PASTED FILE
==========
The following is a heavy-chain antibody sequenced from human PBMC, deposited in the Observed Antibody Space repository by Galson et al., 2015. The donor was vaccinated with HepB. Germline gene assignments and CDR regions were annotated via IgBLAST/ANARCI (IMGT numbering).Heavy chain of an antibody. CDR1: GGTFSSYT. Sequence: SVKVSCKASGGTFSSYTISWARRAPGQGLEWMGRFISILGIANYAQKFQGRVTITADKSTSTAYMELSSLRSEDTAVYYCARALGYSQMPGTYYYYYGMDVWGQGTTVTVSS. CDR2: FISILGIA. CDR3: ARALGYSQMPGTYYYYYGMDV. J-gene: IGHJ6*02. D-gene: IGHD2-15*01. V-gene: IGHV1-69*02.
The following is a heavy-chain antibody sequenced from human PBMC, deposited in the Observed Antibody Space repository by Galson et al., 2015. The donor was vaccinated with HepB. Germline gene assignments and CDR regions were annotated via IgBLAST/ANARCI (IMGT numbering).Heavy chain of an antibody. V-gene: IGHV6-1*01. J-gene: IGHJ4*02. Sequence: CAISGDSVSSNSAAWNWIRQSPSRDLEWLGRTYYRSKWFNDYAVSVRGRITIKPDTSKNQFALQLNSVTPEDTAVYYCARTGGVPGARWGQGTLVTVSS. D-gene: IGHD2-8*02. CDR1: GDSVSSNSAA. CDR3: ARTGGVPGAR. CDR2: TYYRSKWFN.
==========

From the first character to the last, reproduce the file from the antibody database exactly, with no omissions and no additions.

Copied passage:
The following is a heavy-chain antibody sequenced from human PBMC, deposited in the Observed Antibody Space repository by Galson et al., 2015. The donor was vaccinated with HepB. Germline gene assignments and CDR regions were annotated via IgBLAST/ANARCI (IMGT numbering).Heavy chain of an antibody. CDR1: GGTFSSYT. Sequence: SVKVSCKASGGTFSSYTISWARRAPGQGLEWMGRFISILGIANYAQKFQGRVTITADKSTSTAYMELSSLRSEDTAVYYCARALGYSQMPGTYYYYYGMDVWGQGTTVTVSS. CDR2: FISILGIA. CDR3: ARALGYSQMPGTYYYYYGMDV. J-gene: IGHJ6*02. D-gene: IGHD2-15*01. V-gene: IGHV1-69*02.
The following is a heavy-chain antibody sequenced from human PBMC, deposited in the Observed Antibody Space repository by Galson et al., 2015. The donor was vaccinated with HepB. Germline gene assignments and CDR regions were annotated via IgBLAST/ANARCI (IMGT numbering).Heavy chain of an antibody. V-gene: IGHV6-1*01. J-gene: IGHJ4*02. Sequence: CAISGDSVSSNSAAWNWIRQSPSRDLEWLGRTYYRSKWFNDYAVSVRGRITIKPDTSKNQFALQLNSVTPEDTAVYYCARTGGVPGARWGQGTLVTVSS. D-gene: IGHD2-8*02. CDR1: GDSVSSNSAA. CDR3: ARTGGVPGAR. CDR2: TYYRSKWFN.